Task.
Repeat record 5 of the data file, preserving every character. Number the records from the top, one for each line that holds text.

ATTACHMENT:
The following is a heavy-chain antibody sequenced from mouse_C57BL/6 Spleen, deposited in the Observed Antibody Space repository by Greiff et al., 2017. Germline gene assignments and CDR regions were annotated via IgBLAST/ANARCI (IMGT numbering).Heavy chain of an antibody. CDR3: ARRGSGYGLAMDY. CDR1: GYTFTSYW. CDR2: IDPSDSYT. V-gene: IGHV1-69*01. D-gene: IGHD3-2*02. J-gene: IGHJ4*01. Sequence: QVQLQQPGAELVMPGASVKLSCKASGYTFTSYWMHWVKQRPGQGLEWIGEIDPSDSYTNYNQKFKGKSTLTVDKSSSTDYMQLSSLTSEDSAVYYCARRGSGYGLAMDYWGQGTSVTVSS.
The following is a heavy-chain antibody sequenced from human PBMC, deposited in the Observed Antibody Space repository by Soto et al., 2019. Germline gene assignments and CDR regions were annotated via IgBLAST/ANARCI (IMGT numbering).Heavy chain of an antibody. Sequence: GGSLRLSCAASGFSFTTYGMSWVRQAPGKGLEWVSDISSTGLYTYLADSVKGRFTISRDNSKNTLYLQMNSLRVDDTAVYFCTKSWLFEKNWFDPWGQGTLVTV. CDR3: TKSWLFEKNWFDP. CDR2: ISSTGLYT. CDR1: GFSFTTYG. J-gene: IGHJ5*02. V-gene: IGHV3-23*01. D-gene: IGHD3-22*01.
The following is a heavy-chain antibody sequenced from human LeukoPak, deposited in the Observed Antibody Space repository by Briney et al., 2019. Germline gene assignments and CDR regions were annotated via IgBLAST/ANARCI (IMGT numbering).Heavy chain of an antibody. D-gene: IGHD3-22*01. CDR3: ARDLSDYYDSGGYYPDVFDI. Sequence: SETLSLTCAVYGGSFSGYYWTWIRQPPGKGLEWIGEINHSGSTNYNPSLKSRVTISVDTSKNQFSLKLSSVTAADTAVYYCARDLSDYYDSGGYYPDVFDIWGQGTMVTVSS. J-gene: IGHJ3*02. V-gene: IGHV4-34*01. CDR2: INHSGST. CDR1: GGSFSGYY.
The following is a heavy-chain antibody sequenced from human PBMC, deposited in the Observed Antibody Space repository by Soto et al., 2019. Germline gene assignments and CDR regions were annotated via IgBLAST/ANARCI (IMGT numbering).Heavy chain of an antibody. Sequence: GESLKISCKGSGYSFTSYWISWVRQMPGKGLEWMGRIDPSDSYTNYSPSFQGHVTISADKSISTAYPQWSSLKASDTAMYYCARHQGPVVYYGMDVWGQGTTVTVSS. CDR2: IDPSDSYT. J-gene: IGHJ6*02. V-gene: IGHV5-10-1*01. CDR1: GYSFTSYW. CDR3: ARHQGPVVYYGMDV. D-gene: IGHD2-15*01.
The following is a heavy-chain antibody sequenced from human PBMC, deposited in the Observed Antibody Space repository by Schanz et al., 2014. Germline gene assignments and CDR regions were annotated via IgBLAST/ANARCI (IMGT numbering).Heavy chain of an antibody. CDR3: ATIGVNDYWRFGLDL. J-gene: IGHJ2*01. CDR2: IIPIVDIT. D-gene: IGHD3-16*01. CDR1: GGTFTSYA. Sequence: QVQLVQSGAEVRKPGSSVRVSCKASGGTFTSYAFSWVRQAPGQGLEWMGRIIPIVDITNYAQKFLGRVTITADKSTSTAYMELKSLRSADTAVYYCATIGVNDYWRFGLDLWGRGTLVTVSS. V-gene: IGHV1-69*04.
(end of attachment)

The following is a heavy-chain antibody sequenced from human PBMC, deposited in the Observed Antibody Space repository by Schanz et al., 2014. Germline gene assignments and CDR regions were annotated via IgBLAST/ANARCI (IMGT numbering).Heavy chain of an antibody. CDR3: ATIGVNDYWRFGLDL. J-gene: IGHJ2*01. CDR2: IIPIVDIT. D-gene: IGHD3-16*01. CDR1: GGTFTSYA. Sequence: QVQLVQSGAEVRKPGSSVRVSCKASGGTFTSYAFSWVRQAPGQGLEWMGRIIPIVDITNYAQKFLGRVTITADKSTSTAYMELKSLRSADTAVYYCATIGVNDYWRFGLDLWGRGTLVTVSS. V-gene: IGHV1-69*04.